The priority of the ASRM is to maximize the wellbeing of patients, staff, and society at large. As such, ASRM aims to provide guidance and support based on existing scientific knowledge, to its members and the patients they care for during the coronavirus (COVID-19) pandemic.
This guidance addresses a gap in current guidelines addressing COVID-19, which only indirectly mention infertility and its treatment.
The recommendations laid out in this document are guided by COVID-19’s steep daily rise in incidence, the impact of the virus on patient health and fertility care providers, and the known and unknown impact of coronavirus on fertility, pregnancy and transmission patterns. These recommendations are aimed at guarding the health and safety of patients and providers, while also recognizing that it is our social responsibility, as an organization and as a community of providers and experts, to comply with national public health recommendations and apply them to all reproductive settings during this unprecedented time.
The role of ASRM during this pandemic is to proactively do our share in blunting the impact of this pandemic, while recognizing the need to safeguard limited health infrastructure resources. However, we also understand our patients’ time-sensitive aspirations to achieve pregnancy, and so we will regularly reassess these recommendations with a hope to resume initiation of comprehensive fertility care as soon as possible.
This guidance recommends the following:
Suspend initiation of new treatment cycles, including ovulation induction, intrauterine inseminations (IUIs), in vitro fertilization (IVF) including retrievals and frozen embryo transfers, as well as non-urgent gamete cryopreservation.
Strongly consider cancellation of all embryo transfers whether fresh or frozen.
Continue to care for patients who are currently “in-cycle” or who require urgent stimulation and cryopreservation.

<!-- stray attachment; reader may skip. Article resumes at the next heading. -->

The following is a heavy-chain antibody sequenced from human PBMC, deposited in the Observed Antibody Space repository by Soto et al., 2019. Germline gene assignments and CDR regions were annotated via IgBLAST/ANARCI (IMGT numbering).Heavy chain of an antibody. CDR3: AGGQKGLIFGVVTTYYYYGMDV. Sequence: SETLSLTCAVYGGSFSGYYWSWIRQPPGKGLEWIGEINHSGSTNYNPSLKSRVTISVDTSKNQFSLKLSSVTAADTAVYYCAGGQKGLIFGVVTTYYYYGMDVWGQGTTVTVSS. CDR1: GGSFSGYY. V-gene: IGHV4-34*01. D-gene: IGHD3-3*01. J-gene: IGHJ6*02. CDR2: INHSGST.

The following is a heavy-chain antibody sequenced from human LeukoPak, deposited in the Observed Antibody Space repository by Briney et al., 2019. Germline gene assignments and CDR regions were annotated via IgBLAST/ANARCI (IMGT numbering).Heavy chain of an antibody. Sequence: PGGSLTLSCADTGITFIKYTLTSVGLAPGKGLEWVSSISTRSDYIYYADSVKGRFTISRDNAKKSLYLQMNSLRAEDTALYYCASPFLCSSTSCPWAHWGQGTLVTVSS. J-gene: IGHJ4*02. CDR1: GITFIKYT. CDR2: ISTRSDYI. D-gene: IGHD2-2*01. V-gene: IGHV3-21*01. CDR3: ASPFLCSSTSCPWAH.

Suspend elective surgeries and non-urgent diagnostic procedures.
Minimize in-person interactions and increase utilization of telehealth.
Note: This guidance will be revisited periodically as the pandemic evolves, but no later than March 30, 2020, with the aim of resuming usual patient care as soon and as safely as possible."
HFEA Coronavirus (COVID-19) Guidance for patients:
Released: March 17, 2020
"We understand that some patients are concerned about the current situation with COVID-19 and whether this should be a reason to stop IVF treatment.
We cannot provide patients or clinics with medical guidance or make medical decisions. However, our current advice to clinics is to refer to UK professional guidance for advice when making decisions about whether to offer treatment. Patients should discuss their individual circumstances with their clinic before considering starting treatment. British Fertility Society and the Association of Reproductive and Clinical Scientists issued joint guidance on 16 March and we are in regular communication with them. We have also shared guidance from the Royal College of Obstetricians and Gynaecologists to all clinics.
However, we are aware that there are different opinions among professional bodies globally and your clinic should be aware of this, but we reiterate our advice for clinics to follow UK professional guidance only and depending on the individual clinics circumstances they can continue to treating patients at the current time.
We are also aware that some clinics have had to stop treatments for other reasons such as low staffing levels due to staff being redeployed to other areas and emergency planning measures in their hospital. These decisions are taken locally by the individual clinic and are not something that the HFEA is involved in. We have not issued guidance which says all clinics should cease providing treatment at this time.
We are closely monitoring the situation and will share any new information that we receive via our website and social media channels."
What Can You Do?
Focus on Getting Fertility Fit™
It's a stressful and uncertain time right now for everyone. We don't want your fertility to be one more thing to add to your list. In response to the suspension of fertility treatments, we are pre-releasing the beta version of our Fertility Fit™ coaching app. AND, it will be FREE for those looking to gain back some control and empowerment while awaiting egg freezing or IVF treatment. Sign up here to be notified ASAP when it goes live.